Medical Herbs Catalogue



Botanical Name: Cucumis sativa (LINN.)
Family: N.O. Cucurbitaceae
Synonym: Cowcumber.
Part Used: The whole fruit peeled and unpeeled, raw and cooked.
Habitat: Native of East Indies. First cultivated in Britain about 1573.

Description: In the East this trailing annual plant has been extensively cultivated from some 3,000 years and spread westward. It was known to the Greeks (the Greek name being sikuos) and to the Romans. According to Pliny, the Emperor Tiberius had it on his table daily, summer and winter. Pliny describes the Italian fruit as very small, probably like our gherkin; the same form is figured in Herbals of the sixteenth century, but states, 'if hung in a tube while in blossom, the Cucumber will grow to a most surprising length.' In Bible history, the Israelites in the wilderness complained to Moses that they missed the luxuries they had in Egypt, 'Cucumbers and Melons,' and Hasselquist in his travels (middle of eighteenth century) states: 'they still form a great part of the food of the lower-class people in Egypt serving them for meat, drink and physic.' Isaiah, speaking of the desolation of Judah says: 'The daughter of Zion is left as a cottage in a vineyard, as a lodge in a garden of cucumbers.' The Cucumber of the Scriptures is, however, by some authorities considered to be a wild form of Cucumis melo, the melon.

The Cucumber has been long known in England, where it was common in the time of Edward III (1327), then fell into disuse and was forgotten till the reign of Henry VIII, but not generally cultivated here till the middle of the seventeenth century. It is too well known to need description.

Constituents: The dietary value of Cucumber is negligible, there being upwards of 96 per cent water in its composition.

Medicinal Action and Uses: Cucumber seeds possess similar properties to those of the allied Pumpkin (Cucurbita Pepo, Linn.) which are distinctly diuretic, but mainly employed as a very efficient taeniacide, 1 to 2 oz. of the seed, thoroughly ground and made into an electuary with sugar, or into an emetic with water, being taken fasting, followed in from 1 to 2 hours by an active purge. The resin has been given in doses of 15 grains.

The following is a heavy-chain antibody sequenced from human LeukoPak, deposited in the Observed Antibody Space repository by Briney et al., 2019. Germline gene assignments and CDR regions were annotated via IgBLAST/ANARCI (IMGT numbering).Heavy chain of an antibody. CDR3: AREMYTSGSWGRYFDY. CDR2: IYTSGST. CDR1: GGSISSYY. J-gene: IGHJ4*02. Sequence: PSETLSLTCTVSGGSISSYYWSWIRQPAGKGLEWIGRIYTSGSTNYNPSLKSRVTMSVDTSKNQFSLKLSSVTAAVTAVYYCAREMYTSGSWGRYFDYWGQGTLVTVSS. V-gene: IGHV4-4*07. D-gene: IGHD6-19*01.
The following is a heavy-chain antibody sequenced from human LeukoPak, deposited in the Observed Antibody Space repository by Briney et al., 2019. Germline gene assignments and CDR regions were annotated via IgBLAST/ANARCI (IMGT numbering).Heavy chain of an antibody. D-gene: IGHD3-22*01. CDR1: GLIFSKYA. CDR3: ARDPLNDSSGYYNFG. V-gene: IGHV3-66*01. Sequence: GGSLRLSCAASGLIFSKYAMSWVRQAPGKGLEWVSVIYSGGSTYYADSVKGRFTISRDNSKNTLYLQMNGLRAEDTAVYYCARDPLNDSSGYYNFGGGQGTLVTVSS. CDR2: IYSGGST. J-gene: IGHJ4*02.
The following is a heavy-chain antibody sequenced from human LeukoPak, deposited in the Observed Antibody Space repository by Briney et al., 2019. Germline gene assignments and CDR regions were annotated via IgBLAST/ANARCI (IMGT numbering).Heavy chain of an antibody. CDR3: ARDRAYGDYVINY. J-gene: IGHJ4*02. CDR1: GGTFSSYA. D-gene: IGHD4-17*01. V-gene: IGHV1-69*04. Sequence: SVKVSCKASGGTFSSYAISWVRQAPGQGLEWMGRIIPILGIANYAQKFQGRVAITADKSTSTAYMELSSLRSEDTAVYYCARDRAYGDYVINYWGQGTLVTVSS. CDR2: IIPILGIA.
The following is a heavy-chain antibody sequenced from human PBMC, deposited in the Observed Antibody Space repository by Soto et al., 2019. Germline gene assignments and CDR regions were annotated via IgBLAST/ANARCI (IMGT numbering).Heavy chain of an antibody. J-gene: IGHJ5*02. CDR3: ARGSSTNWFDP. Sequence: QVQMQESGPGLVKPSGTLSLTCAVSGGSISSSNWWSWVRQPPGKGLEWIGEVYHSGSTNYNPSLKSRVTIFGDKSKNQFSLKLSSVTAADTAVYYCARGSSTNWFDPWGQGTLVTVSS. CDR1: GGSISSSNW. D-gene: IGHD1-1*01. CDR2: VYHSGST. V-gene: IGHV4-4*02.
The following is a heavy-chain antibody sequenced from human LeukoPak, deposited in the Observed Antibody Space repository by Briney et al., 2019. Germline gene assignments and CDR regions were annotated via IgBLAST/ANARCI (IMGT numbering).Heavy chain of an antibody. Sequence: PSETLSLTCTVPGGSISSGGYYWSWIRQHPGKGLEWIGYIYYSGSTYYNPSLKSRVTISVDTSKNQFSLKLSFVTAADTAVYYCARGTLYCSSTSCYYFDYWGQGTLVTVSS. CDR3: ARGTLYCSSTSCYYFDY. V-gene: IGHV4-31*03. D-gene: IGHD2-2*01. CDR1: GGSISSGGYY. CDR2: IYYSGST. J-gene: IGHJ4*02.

Cucumber seeds are much smaller than Pumpkin seeds, relatively narrower and thicker and with almost no marginal groove. The emulsion made by bruising Cucumber seeds and rubbing them up with water was formerly thought to possess considerable virtue and was much used in catarrhal affections and diseases of the bowels and urinary passages.

Recipes As a cosmetic, Cucumber is excellent for rubbing over the skin to keep it soft and white. It is cooling, healing and soothing to an irritated skin, whether caused by sun, or the effects of a cutaneous eruption, and Cucumber juice is in great demand in various forms as a cooling and beautifying agent for the skin. Cucumber soap is used by many women, and a Cucumber wash applied to the skin after exposure to keen winds is extremely beneficial. This lotion is made as follows:

Cucumber Lotion:
Peel 1 or 2 large Cucumbers, cut them into slices, and place them in a double boiler, which should be closely covered. Cook them slowly until they are soft. Then put the pieces into a fine linen bag and squeeze them until all the juice has been extracted. Add to the extracted juice one-fourth of rectified spirits of wine (or whisky) and one-third of Elder-flower water. Shake the mixture well and pour into small bottles ready for use.

Another Cucumber Lotion for Sunburn:
Chop up a Cucumber and squeeze out the juice with a lemon-squeezer. Mix this with a quantity of glycerine and rose-water mixed together in equal parts.

Cucumber juice is used in the preparation of Glycerine and Cucumber creams. After expression and clarification, it is treated with alcohol, benzoin or salicylic acids being added as preservatives.

Emollient ointments prepared from the Cucumber were formerly considerably employed in irritated states of the skin, but they have been largely superseded by non-fatty cosmetics. The most frequently used preparation of Cucumber at the present time is the cosmetic preparation known as Cucumber Jelly, which is used as a soothing application in roughness of the skin, etc. It consists of a jelly of tragacanth, quince seeds or some similar mucilaginous drug, flavoured with Cucumber juice, which imparts to the preparation a characteristic odour.

The lotion sold in the shops as Glycerinc and Cucumber sometimes contain Cucumber juice, but more frequently this is conspicuous by its absence.

The French make an ointment of Cucumber, using it like cold cream, called 'Pomade aux Concombres,' made with Cucumber juice, lard, veal suet, Balsam of Tolu in alcohol, and rose-water.